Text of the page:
Click Bots: The Good, the Bad and the Ugly Truth On a Growing Problem for B2B Marketers
For many B2B marketers, email performance is not just a sales metric anymore. Today, the results of an email campaign drive marketing programs and automation, targeting deeper content and brand engagement, as well as qualified leads for advertisers.
While counting leads is a more tangible exercise, when it comes to email display/banner ad stats, advertisers expect accurate and solid click reporting from their Media Partners. These values justify their investment and are important for calculating their return on investment.
Factoring in email click bots (or link scanners/spam filters), and these calculations become a lot more complicated. The infamous click-rate value that many brands sell ads against and rely on is becoming a point of contention. Which clicks are real? Which ones aren’t? Do we negate too many or maybe not enough? How do we talk to our advertisers about this issue? What can we do to eliminate the problem in the first place?
Let’s start with…
Not all click bots are bad. Many of the clicks seen in email tracking come from legit security products, which are used by many organizations to protect their systems and employees from malware, cyber attacks and spam. Some industries, such as Healthcare, Finance & Government, are more likely to deploy security products on a large scale. Their patterns are often easier to detect because many of these products will click every link in an email before the email even register as delivered on the server.
While link scanners and spam filters might help keep corporate inboxes safe, it causes a nightmare for many media companies because all these clicks register on their email reports.
Many Email Service Providers (ESPs) are now putting specific rules in place to negate clicks that fall within specific timing/click patterns. Stealth links, hidden links in an email that only a bot would click on, are another solution to be used. Deploying stealth links is easy to implement and scale if your ESP has built-in functionality to track and negate these clicks across their reporting.
Regardless, none of these measures are a catch-all for bot clicks. Text versions of emails cannot utilize stealth links due to all links being visible, but marketers can split lists and test an HTML only email vs. a multi-part MIME/text only message to measure the impact of bot clicks on text versions.
That brings us to…
The ugly truth is that combatting even “good” bot traffic is like playing a game of whack-a-mole, even though most of the traffic produced by security products shows more reliable, easier to identify patterns. Alternatively, there is an array of malicious click bots that are mass-entering the email addresses of unsuspecting users and into forms across the Web in an automated, large-scale fashion.
This behavior creates a two-fold problem. For one, it adds people to your database that have not willingly subscribed –a privacy and compliance issue. Further, it puts you at risk for being blacklisted, meaning delivery of your emails to legitimate subscribers might be blocked.
We have gone over the Good, the Bad and the Ugly impacts of click bots. It’s important to take an offensive strategy with them to ensure they don’t impact you business at a larger scale than they should. What can you do to ensure that:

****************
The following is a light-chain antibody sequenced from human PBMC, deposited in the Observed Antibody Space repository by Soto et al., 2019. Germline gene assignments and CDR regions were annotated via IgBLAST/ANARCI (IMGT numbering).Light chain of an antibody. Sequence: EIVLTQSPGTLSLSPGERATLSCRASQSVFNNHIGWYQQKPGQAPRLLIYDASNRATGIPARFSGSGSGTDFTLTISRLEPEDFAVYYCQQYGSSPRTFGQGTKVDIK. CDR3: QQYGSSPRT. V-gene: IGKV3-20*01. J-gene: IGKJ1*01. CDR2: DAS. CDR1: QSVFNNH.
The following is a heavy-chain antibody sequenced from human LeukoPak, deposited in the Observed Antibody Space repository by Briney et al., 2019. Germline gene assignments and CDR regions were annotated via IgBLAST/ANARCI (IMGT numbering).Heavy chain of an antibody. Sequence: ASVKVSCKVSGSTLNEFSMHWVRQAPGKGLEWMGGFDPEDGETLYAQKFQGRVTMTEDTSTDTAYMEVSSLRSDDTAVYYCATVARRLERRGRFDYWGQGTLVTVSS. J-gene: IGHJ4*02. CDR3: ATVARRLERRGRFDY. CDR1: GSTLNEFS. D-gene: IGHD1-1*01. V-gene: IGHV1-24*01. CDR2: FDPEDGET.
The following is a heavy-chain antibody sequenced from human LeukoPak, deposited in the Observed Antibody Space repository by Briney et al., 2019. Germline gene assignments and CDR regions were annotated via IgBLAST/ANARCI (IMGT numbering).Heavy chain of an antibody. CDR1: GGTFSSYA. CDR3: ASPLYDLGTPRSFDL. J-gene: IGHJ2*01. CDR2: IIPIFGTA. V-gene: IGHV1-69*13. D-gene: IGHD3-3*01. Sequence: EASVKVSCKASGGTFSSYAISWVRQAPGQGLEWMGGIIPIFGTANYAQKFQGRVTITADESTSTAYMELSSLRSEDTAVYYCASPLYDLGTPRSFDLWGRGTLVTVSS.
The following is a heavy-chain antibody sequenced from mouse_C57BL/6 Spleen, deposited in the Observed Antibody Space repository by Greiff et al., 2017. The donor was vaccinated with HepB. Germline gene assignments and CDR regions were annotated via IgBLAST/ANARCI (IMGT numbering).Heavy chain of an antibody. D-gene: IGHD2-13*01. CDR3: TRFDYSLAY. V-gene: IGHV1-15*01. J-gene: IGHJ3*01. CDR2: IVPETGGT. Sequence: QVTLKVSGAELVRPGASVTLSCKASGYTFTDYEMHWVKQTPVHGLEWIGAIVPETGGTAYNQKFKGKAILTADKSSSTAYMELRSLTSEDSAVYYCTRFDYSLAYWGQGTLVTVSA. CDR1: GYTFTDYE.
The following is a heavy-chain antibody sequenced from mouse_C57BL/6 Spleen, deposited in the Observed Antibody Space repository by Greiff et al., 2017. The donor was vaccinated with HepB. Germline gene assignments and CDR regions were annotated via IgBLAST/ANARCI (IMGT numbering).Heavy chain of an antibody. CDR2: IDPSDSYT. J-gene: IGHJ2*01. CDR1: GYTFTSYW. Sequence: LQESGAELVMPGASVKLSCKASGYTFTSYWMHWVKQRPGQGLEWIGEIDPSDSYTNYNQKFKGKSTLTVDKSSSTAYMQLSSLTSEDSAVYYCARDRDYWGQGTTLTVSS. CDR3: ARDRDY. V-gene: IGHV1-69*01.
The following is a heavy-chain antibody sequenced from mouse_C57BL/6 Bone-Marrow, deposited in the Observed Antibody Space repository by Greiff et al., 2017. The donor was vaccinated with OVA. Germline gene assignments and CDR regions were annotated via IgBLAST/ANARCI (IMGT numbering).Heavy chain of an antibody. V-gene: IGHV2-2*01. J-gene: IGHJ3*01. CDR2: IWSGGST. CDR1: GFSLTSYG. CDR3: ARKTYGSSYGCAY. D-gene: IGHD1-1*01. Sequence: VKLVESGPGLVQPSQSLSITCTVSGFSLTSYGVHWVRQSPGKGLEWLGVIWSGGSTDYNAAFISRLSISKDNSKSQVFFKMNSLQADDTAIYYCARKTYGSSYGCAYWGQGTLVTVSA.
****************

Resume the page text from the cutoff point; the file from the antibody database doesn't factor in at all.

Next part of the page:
- The clicks you are reporting to your advertisers are real?
- You keep your email list clean, compliant, and engaged?
Use a combination of the tactics we have outlined below to protect your email revenue and your advertisers from bots – those that are good and bad:
Click Bot Mitigation Best Practices:
- Use a Stealth Link in Your Deployments – This will filter out security program clicks
- Avoid One-Click Unsubscribe Links – This will prevent recipients from being accidentally unsubscribed by automated security product clicks
- Check your Email Click Bot Reports – Do so frequently to stay informed on the security product click exclusions and impact. While these clicks are removed from the default email reporting, they often provide valuable insights into which domains/client groups are affected most.
- Use Email Validation and Form Spam Protections – Protect your email data integrity by:
- Adding a “human-validation” option (e.g. CAPTCHA) to your web-based email signup forms
- Add a hidden field that will only be populated by bots, but not humans, and reject any records that have this field populated upon submission
- Use Promo or Source codes to track the origin of your email acquisition
- Create a new subscriber welcome series that tracks early on if these new subscribers engage
- Remove long-term unengaged subscribers from your lists to increase your quality scores with spam scanners and ISPs. Spam traps don’t open or click emails, so sending to engaged subscribers decreases your risk of sending to a spam trap
- Consider using confirmed opt-in (COI) permission standards for new subscribers
- Add an alert for out-of-pattern spikes in email registrations
- Use an email validation service, such as Fresh Address, on all of your forms
Bettina Lippisch is the Vice President of Data Success at Omeda, an industry leader in managing and monetizing first-party audience data. Their integrated, customer-centric marketing platform incorporates Email, CDP, Subscription Management and Marketing Automation channels into a single customer profile.
For more information on Omeda’s services or help implementing the best practices for existing Omeda clients, please contact us at email@example.com.
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